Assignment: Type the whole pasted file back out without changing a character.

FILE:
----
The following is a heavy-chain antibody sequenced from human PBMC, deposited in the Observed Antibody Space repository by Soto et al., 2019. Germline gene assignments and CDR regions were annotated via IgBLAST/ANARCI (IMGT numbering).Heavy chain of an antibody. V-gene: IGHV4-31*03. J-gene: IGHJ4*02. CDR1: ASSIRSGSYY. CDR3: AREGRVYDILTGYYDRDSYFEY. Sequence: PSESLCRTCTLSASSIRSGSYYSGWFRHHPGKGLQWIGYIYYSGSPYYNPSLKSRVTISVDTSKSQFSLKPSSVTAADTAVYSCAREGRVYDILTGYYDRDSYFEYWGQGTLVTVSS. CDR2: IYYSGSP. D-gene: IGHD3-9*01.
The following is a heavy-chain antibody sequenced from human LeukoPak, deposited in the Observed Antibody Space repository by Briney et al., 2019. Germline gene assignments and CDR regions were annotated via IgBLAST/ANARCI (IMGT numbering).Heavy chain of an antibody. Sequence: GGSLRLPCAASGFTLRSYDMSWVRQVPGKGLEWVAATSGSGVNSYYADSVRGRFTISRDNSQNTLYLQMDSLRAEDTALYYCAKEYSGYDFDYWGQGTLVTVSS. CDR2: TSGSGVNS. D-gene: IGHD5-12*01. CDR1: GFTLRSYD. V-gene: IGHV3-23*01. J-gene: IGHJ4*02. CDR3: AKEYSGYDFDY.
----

The following is a heavy-chain antibody sequenced from human PBMC, deposited in the Observed Antibody Space repository by Soto et al., 2019. Germline gene assignments and CDR regions were annotated via IgBLAST/ANARCI (IMGT numbering).Heavy chain of an antibody. V-gene: IGHV4-31*03. J-gene: IGHJ4*02. CDR1: ASSIRSGSYY. CDR3: AREGRVYDILTGYYDRDSYFEY. Sequence: PSESLCRTCTLSASSIRSGSYYSGWFRHHPGKGLQWIGYIYYSGSPYYNPSLKSRVTISVDTSKSQFSLKPSSVTAADTAVYSCAREGRVYDILTGYYDRDSYFEYWGQGTLVTVSS. CDR2: IYYSGSP. D-gene: IGHD3-9*01.
The following is a heavy-chain antibody sequenced from human LeukoPak, deposited in the Observed Antibody Space repository by Briney et al., 2019. Germline gene assignments and CDR regions were annotated via IgBLAST/ANARCI (IMGT numbering).Heavy chain of an antibody. Sequence: GGSLRLPCAASGFTLRSYDMSWVRQVPGKGLEWVAATSGSGVNSYYADSVRGRFTISRDNSQNTLYLQMDSLRAEDTALYYCAKEYSGYDFDYWGQGTLVTVSS. CDR2: TSGSGVNS. D-gene: IGHD5-12*01. CDR1: GFTLRSYD. V-gene: IGHV3-23*01. J-gene: IGHJ4*02. CDR3: AKEYSGYDFDY.